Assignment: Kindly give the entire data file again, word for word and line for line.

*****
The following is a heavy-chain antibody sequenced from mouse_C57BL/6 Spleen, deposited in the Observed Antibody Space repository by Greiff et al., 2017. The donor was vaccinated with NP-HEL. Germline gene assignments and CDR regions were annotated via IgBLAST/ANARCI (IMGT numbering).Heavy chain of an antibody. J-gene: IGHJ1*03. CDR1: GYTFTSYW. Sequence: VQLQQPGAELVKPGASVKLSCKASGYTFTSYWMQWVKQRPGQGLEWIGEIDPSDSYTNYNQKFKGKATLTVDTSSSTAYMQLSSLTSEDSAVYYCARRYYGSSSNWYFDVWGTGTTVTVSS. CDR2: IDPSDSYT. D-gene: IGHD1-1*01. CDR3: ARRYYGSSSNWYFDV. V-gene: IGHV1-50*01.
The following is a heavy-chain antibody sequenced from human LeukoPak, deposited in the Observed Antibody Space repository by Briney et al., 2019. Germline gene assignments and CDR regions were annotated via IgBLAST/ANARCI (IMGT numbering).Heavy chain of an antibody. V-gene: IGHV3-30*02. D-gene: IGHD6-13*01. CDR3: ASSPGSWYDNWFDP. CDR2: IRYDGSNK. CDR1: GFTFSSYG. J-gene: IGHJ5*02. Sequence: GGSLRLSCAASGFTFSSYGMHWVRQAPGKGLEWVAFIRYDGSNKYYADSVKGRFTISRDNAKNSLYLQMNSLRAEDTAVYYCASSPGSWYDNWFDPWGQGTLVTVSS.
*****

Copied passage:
The following is a heavy-chain antibody sequenced from mouse_C57BL/6 Spleen, deposited in the Observed Antibody Space repository by Greiff et al., 2017. The donor was vaccinated with NP-HEL. Germline gene assignments and CDR regions were annotated via IgBLAST/ANARCI (IMGT numbering).Heavy chain of an antibody. J-gene: IGHJ1*03. CDR1: GYTFTSYW. Sequence: VQLQQPGAELVKPGASVKLSCKASGYTFTSYWMQWVKQRPGQGLEWIGEIDPSDSYTNYNQKFKGKATLTVDTSSSTAYMQLSSLTSEDSAVYYCARRYYGSSSNWYFDVWGTGTTVTVSS. CDR2: IDPSDSYT. D-gene: IGHD1-1*01. CDR3: ARRYYGSSSNWYFDV. V-gene: IGHV1-50*01.
The following is a heavy-chain antibody sequenced from human LeukoPak, deposited in the Observed Antibody Space repository by Briney et al., 2019. Germline gene assignments and CDR regions were annotated via IgBLAST/ANARCI (IMGT numbering).Heavy chain of an antibody. V-gene: IGHV3-30*02. D-gene: IGHD6-13*01. CDR3: ASSPGSWYDNWFDP. CDR2: IRYDGSNK. CDR1: GFTFSSYG. J-gene: IGHJ5*02. Sequence: GGSLRLSCAASGFTFSSYGMHWVRQAPGKGLEWVAFIRYDGSNKYYADSVKGRFTISRDNAKNSLYLQMNSLRAEDTAVYYCASSPGSWYDNWFDPWGQGTLVTVSS.